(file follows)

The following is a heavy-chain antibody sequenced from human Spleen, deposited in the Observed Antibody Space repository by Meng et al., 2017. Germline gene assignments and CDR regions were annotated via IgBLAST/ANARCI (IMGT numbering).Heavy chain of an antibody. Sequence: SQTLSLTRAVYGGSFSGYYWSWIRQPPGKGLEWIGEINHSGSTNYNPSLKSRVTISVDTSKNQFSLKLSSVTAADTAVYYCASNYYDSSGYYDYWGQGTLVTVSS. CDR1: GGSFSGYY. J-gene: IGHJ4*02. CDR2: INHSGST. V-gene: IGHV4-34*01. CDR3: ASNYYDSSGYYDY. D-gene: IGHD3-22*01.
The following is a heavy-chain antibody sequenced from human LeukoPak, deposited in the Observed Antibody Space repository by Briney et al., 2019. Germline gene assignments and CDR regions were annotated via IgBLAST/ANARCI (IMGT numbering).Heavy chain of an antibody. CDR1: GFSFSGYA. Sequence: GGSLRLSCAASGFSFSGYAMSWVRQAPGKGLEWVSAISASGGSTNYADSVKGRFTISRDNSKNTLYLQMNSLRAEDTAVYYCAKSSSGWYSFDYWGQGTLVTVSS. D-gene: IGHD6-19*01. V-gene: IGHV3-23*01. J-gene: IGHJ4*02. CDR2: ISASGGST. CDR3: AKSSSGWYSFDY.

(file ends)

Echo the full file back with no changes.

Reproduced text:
The following is a heavy-chain antibody sequenced from human Spleen, deposited in the Observed Antibody Space repository by Meng et al., 2017. Germline gene assignments and CDR regions were annotated via IgBLAST/ANARCI (IMGT numbering).Heavy chain of an antibody. Sequence: SQTLSLTRAVYGGSFSGYYWSWIRQPPGKGLEWIGEINHSGSTNYNPSLKSRVTISVDTSKNQFSLKLSSVTAADTAVYYCASNYYDSSGYYDYWGQGTLVTVSS. CDR1: GGSFSGYY. J-gene: IGHJ4*02. CDR2: INHSGST. V-gene: IGHV4-34*01. CDR3: ASNYYDSSGYYDY. D-gene: IGHD3-22*01.
The following is a heavy-chain antibody sequenced from human LeukoPak, deposited in the Observed Antibody Space repository by Briney et al., 2019. Germline gene assignments and CDR regions were annotated via IgBLAST/ANARCI (IMGT numbering).Heavy chain of an antibody. CDR1: GFSFSGYA. Sequence: GGSLRLSCAASGFSFSGYAMSWVRQAPGKGLEWVSAISASGGSTNYADSVKGRFTISRDNSKNTLYLQMNSLRAEDTAVYYCAKSSSGWYSFDYWGQGTLVTVSS. D-gene: IGHD6-19*01. V-gene: IGHV3-23*01. J-gene: IGHJ4*02. CDR2: ISASGGST. CDR3: AKSSSGWYSFDY.